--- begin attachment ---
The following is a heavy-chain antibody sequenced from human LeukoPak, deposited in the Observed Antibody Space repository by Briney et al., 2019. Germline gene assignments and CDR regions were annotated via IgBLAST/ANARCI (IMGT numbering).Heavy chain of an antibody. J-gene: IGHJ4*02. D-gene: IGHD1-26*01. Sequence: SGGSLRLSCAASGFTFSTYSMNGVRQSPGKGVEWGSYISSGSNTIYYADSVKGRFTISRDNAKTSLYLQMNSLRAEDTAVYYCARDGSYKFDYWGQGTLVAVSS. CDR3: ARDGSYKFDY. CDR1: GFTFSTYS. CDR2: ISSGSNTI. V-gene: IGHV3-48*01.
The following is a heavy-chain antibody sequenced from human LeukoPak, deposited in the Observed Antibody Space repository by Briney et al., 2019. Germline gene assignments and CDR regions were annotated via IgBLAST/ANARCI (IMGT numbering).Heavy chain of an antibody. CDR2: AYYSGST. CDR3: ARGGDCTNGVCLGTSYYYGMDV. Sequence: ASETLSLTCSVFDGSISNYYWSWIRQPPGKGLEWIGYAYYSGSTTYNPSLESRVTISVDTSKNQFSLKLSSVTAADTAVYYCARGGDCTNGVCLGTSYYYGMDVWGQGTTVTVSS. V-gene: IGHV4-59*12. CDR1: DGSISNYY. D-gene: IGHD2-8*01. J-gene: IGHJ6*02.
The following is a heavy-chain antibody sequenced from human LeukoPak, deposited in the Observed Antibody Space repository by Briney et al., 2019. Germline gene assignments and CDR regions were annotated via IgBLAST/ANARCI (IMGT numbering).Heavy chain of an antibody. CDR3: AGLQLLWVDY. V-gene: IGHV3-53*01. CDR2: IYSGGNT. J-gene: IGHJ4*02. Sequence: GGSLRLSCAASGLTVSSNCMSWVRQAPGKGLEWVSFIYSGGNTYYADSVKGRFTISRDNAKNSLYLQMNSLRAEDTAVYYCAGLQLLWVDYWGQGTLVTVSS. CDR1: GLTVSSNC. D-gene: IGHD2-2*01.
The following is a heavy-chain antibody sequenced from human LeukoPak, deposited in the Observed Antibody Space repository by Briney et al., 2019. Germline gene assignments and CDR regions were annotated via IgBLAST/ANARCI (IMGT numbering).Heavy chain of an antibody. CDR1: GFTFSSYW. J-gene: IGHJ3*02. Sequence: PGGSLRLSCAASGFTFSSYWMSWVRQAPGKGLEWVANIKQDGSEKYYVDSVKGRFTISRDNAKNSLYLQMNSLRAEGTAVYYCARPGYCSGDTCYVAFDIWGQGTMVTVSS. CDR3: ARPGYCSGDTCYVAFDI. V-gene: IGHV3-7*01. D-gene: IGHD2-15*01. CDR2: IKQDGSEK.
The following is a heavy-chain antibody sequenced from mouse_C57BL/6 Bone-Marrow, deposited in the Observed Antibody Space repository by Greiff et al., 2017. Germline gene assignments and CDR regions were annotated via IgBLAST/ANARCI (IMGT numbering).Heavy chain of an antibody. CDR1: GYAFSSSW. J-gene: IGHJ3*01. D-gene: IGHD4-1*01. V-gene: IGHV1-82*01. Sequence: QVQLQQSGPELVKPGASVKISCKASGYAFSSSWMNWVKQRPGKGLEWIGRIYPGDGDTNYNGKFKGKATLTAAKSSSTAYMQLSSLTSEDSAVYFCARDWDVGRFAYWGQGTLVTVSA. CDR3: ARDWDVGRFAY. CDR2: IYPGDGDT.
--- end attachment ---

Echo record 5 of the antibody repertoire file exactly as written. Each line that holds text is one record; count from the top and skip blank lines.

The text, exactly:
The following is a heavy-chain antibody sequenced from mouse_C57BL/6 Bone-Marrow, deposited in the Observed Antibody Space repository by Greiff et al., 2017. Germline gene assignments and CDR regions were annotated via IgBLAST/ANARCI (IMGT numbering).Heavy chain of an antibody. CDR1: GYAFSSSW. J-gene: IGHJ3*01. D-gene: IGHD4-1*01. V-gene: IGHV1-82*01. Sequence: QVQLQQSGPELVKPGASVKISCKASGYAFSSSWMNWVKQRPGKGLEWIGRIYPGDGDTNYNGKFKGKATLTAAKSSSTAYMQLSSLTSEDSAVYFCARDWDVGRFAYWGQGTLVTVSA. CDR3: ARDWDVGRFAY. CDR2: IYPGDGDT.